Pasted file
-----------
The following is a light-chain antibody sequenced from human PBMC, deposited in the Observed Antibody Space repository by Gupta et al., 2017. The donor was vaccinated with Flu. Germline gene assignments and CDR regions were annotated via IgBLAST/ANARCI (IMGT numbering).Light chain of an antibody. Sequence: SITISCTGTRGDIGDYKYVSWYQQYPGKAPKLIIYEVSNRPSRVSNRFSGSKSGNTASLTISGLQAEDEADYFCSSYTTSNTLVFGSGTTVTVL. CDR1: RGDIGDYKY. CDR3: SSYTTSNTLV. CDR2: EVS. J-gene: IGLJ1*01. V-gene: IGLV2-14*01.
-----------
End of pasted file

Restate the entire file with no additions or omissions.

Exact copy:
The following is a light-chain antibody sequenced from human PBMC, deposited in the Observed Antibody Space repository by Gupta et al., 2017. The donor was vaccinated with Flu. Germline gene assignments and CDR regions were annotated via IgBLAST/ANARCI (IMGT numbering).Light chain of an antibody. Sequence: SITISCTGTRGDIGDYKYVSWYQQYPGKAPKLIIYEVSNRPSRVSNRFSGSKSGNTASLTISGLQAEDEADYFCSSYTTSNTLVFGSGTTVTVL. CDR1: RGDIGDYKY. CDR3: SSYTTSNTLV. CDR2: EVS. J-gene: IGLJ1*01. V-gene: IGLV2-14*01.